• Study: Travelers more likely to choose Big Macs over steak

    Jessica Weinberger
    Business travel is not all about four-course dinners, pricey entrees and hefty receipts, according to a recent survey by Certify.

    Certify — which helps companies track expenses — analyzed millions of receipts from business travelers and found that travelers are more likely to frugally spend company money at low-priced food options like Dunkin’ Donuts, Panera Bread and McDonald’s. Perhaps most surprising, Chick-fil-A emerged as the favorite restaurant for business travelers.

    Photo credit:  David McKelvey via Flickr

    Photo credit: David McKelvey via Flickr

    With companies cutting costs and searching for new ways to drive savings to the bottom line, even road warriors are making smarter choices with their corporate cards. To Robert Neveu, CEO of Certify, visual guilt holds people back from spending too much when low-cost options are available.

    “Visual guilt tends to be a great sort of moderator for people,” he told USA Today. “It saves people money.”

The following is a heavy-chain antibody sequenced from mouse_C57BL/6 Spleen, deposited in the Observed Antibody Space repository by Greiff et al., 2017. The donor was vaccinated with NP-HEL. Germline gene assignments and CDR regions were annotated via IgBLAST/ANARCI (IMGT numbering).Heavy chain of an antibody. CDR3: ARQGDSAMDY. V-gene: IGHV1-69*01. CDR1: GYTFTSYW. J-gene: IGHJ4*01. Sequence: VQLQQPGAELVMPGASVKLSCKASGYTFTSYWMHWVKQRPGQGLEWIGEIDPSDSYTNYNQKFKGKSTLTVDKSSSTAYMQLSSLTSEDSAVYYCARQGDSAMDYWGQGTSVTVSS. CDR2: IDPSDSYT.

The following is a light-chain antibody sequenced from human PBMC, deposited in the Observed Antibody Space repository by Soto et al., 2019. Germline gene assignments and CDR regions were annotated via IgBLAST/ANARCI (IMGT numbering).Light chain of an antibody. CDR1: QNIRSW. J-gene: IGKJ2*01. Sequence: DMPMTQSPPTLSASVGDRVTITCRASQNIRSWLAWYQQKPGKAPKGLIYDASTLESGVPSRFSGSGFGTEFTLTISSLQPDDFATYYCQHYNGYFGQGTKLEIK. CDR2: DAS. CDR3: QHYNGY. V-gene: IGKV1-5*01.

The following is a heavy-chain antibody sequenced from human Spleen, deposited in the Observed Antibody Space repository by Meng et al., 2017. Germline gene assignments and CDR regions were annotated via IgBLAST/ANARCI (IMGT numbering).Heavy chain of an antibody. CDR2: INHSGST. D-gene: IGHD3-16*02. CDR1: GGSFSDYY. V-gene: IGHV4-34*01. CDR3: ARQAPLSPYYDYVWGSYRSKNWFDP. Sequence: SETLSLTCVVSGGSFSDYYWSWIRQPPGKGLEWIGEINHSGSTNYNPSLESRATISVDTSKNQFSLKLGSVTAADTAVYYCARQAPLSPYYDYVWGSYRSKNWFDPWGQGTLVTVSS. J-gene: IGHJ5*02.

It’s not just about the money either. When on the road, travelers look to maximize their time, often exchanging a formal lunch for a quick meal at a coffee shop or a fast food chain that offers Wi-Fi.

    Personally, when I’m traveling I value every minute of my day, knowing that I’ll have to play catch-up at the office when I get home. I would much rather purchase an inexpensive sandwich before plowing through emails than sit down for a full (and likely) unhealthy meal at a nearby restaurant, especially if I’m traveling alone.

    I’m also conscious of my spending choices knowing that around the world, my colleagues are also swiping their corporate cards and racking up their own receipts. We all have to be good stewards of the company dollar for our company to be successful.

    Whether you’re a road warrior or an occasional business traveler, have your spending habits changed while on the road? Let us know in the comments below!

One Responseso far.

  1. Patrick Coleman Patrick Coleman says:

    Used to work in the sports section of a newspaper years ago and managers would frequently lecture writers. Dinner max then was $25 unless you were with a source, and even then, they were admonished not to turn in seven $25 receipts for a seven-day trip. I agree, though, I don’t know who has time for a huge meal when traveling. I’d rather eat at a quick-service place and use their wifi to catch up on what’s going on at home.